Post-pandemic, we need to look at energy efficiency

As the government shifts it focus from containing COVID-19 to repairing the damage done it should be looking at energy efficiency. Photos from Shutterstock.

As governments across the country start to allow people to emerge from lockdown, their focus will start shifting from containing COVID-19 to repairing the damage it’s done. One area where they should be looking very hard is energy efficiency.

An investment in energy efficiency will deliver robust environmental and economic returns, ones that will stimulate job creation in the trades and manufacturing sector while simultaneously reducing greenhouse gas emissions and helping make homeowners and businesses more resilient.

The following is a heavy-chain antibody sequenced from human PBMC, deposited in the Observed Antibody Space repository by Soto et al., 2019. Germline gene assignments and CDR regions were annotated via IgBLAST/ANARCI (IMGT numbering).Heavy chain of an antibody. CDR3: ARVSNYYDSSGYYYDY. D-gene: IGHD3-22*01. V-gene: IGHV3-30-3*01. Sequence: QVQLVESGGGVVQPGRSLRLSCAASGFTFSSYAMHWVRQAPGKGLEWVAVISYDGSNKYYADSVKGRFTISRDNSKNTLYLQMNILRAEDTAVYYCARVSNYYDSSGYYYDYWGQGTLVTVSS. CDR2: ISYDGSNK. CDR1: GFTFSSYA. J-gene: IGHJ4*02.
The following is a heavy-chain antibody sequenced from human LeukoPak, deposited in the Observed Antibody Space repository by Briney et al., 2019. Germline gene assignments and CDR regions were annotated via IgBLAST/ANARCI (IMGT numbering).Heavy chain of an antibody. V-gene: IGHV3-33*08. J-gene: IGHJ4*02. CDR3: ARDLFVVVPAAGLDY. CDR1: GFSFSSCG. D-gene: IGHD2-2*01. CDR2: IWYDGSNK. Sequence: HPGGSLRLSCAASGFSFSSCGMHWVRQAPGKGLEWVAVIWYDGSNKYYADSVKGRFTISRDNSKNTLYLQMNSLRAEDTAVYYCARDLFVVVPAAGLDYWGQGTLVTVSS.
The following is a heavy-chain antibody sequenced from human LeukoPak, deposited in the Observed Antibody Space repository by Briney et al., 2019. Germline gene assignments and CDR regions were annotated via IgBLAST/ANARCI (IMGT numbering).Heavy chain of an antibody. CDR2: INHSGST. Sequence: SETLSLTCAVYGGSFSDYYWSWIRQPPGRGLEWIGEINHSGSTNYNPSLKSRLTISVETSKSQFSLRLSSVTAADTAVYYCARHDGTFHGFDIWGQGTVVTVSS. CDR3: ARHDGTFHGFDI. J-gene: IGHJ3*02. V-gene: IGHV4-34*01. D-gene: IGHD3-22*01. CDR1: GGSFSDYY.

Right now, in fact, there might not be a more compelling political proposition than investing in energy efficiency, especially since it taps into values every Canadian has in common. After all, who wouldn’t want to protect the environment and save money in the process?

According to a 2018 report prepared for Clean Energy Canada, energy-efficiency measures could help reduce our national greenhouse gas emissions by 52 megatonnes by 2030 — enough to get us 25 percent of the way to our Paris Accord targets.

In the process, we would add an estimated 118,000 jobs, and grow Canada’s GDP by one per cent. Canadian households would save a combined $1.4 billion each year on energy costs, while businesses and institutions would save $3.2 billion.

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